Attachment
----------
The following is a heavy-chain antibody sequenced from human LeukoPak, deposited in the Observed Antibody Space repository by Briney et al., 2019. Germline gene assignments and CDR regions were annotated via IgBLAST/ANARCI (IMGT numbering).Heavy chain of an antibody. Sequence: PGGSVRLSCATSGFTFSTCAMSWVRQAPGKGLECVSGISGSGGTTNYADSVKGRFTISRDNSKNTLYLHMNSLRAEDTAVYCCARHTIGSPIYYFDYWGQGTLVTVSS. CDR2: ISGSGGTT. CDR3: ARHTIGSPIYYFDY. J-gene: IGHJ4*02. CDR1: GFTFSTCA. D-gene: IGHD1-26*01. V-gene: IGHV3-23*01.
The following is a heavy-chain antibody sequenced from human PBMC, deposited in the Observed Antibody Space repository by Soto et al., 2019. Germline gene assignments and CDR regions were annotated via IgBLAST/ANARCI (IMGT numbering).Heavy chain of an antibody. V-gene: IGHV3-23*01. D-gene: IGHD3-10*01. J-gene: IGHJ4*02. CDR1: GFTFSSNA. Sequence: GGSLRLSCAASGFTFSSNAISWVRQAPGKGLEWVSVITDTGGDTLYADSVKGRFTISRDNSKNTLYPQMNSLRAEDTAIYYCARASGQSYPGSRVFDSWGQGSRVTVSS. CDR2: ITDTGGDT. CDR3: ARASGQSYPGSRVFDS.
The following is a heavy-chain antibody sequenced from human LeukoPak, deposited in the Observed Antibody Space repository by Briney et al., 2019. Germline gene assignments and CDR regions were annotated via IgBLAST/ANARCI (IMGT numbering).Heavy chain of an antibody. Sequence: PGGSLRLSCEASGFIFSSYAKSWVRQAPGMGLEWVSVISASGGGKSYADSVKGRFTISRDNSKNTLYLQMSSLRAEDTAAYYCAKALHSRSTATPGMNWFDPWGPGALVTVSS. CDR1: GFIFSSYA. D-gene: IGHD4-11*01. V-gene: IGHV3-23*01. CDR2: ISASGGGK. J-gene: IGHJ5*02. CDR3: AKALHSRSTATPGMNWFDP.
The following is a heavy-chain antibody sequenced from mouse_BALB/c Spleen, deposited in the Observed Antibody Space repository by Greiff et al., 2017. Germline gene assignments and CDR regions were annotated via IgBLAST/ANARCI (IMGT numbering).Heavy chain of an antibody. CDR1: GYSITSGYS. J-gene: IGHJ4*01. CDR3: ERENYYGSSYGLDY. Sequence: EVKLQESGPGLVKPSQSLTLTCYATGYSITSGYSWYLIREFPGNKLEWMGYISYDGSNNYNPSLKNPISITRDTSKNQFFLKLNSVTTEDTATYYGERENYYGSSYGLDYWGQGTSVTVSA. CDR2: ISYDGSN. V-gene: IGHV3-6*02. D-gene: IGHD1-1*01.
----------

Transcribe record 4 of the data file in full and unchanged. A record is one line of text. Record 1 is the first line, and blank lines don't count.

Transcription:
The following is a heavy-chain antibody sequenced from mouse_BALB/c Spleen, deposited in the Observed Antibody Space repository by Greiff et al., 2017. Germline gene assignments and CDR regions were annotated via IgBLAST/ANARCI (IMGT numbering).Heavy chain of an antibody. CDR1: GYSITSGYS. J-gene: IGHJ4*01. CDR3: ERENYYGSSYGLDY. Sequence: EVKLQESGPGLVKPSQSLTLTCYATGYSITSGYSWYLIREFPGNKLEWMGYISYDGSNNYNPSLKNPISITRDTSKNQFFLKLNSVTTEDTATYYGERENYYGSSYGLDYWGQGTSVTVSA. CDR2: ISYDGSN. V-gene: IGHV3-6*02. D-gene: IGHD1-1*01.